One thing that I have become increasingly aware of is the need for us adults to help our children build and develop resilience. Resilience is the ability to cope with stress, bounce back from disappointment and adversity, and willingly take on challenges. It's a life long strategy, and it's one we can build on - it's not defined to your genes or being lucky. There is research to suggest that higher levels of resilience lead to lower levels of anxiety and depression.
Before we get into resilience further, just to be clear -
resilience is not the absence of feelings of sadness, anxiety, worry, stress, or anger. It's the ability to cope with these strong feelings effectively, which contributes to higher levels of optimism and happiness.
Martin Seligman, one of the founders of positive psychology, has developed a model of resilience called PERMA, which stands for Positive Emotion, Engagement, Relationships, Meaning and Accomplishments. Let's break these down and look at ways you can implement in them in your home.
This is not showering your child with unnecessary praise, but taking time to focus on moments in the day that brought a sense of joy, curiosity, engaging in enjoyable activities or hobbies. Instead of asking "what did you do today", try "what was something that made you smile today?" or "what did you play with your friends today?". Positive emotion is also about being optimistic, or developing a growth mindset (see here for more information on growth mindset) to focus on a sense of improvement.
Engagement is about being in the moment and fully engaging in activities we enjoy doing. Children are naturally curious and in the moment - usually when we have to be somewhere in a hurry! Young children will stop to look at a snail or smell a flower. One way to build engagement is to encourage this - what do you notice? Take a moment to notice what you can hear, see and smell.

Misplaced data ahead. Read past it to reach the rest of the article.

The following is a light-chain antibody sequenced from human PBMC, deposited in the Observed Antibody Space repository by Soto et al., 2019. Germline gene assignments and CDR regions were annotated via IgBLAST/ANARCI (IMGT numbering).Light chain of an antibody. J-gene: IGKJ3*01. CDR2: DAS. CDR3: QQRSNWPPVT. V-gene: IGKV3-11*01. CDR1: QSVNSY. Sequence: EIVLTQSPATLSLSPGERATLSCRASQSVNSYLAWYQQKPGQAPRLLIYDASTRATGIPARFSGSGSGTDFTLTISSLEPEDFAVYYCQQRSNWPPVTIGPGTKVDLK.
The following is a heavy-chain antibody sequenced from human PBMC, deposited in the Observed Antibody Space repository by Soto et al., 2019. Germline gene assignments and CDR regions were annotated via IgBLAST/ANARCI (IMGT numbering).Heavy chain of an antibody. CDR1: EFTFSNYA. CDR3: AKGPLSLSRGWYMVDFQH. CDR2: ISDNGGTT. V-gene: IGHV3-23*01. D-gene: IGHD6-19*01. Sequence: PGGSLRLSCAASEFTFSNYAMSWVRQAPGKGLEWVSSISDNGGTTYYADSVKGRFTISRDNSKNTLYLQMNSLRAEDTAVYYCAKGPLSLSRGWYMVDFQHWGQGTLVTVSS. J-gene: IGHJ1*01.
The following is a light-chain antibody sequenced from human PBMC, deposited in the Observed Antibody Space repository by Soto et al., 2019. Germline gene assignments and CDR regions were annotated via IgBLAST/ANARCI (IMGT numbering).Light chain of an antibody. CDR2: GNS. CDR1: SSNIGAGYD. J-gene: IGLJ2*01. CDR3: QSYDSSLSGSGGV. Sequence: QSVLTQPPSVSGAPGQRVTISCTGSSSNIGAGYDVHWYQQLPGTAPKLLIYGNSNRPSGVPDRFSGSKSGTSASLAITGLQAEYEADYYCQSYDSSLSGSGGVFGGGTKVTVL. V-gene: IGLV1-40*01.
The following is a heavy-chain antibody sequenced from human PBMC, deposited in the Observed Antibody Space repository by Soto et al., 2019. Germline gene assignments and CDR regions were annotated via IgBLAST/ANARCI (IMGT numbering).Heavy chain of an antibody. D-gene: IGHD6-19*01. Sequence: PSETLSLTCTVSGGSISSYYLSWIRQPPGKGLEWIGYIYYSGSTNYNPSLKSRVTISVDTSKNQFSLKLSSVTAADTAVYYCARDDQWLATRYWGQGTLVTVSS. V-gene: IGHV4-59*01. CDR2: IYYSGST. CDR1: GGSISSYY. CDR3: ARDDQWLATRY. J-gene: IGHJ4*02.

This can be hard for children who are more introverted or shy. However, developing positive and supportive relationships is important in developing resilience. We can do that as a family - taking an interest in our child's day, their interests and activities, and describing this to extended family members. We can ask about our child's friends, and encourage them to join groups. For more timid children, we may need to support them to engage in a group and accept that it might take longer, but give the feedback on the effort they did.
Meaning can be about what we do, the relationships that we have, or how we cope in adversity. It is often about something that is 'bigger than we are'. We can develop a sense of happiness when we engage in activities that are meaningful. That might mean volunteering, fully engaging in a passion, or deeply connecting with friends. We can encourage children to be considerate of others, for example by donating a toy or food at Christmas.
The last one in the model is accomplishment, but by accomplishment, I would like to highlight that it is not the emphasis of the outcome, but on the journey to developing mastery. Again, this may incorporate a growth mindset. We can develop accomplishment by helping our children to learn new skills - get them in the kitchen learning how to make pancakes; give encouragement on how they kept trying even when they fell off their bike; notice how they kept trying and practicing at their math homework.
In summary, resilience is a lifelong skill of coping with difficulty and stress, and being able to bounce back or persevere. As I've been writing this blog, I've thought about how we can engage our children in more meaningful activities, not just passive ones such as tv or videogames (there is room for those, but we could probably reduce it). It does require some effort on our part, as important adult figures, to cultivate and encourage resilience, particularly through our language and the activities that we set up for our children. It means being present and connecting with our children to foster these skills and help them through the difficult times, knowing that these skills will help them in future. And, it also requires a sense of patience within ourselves, knowing that we are not always going to get in right, but we can try again the next day.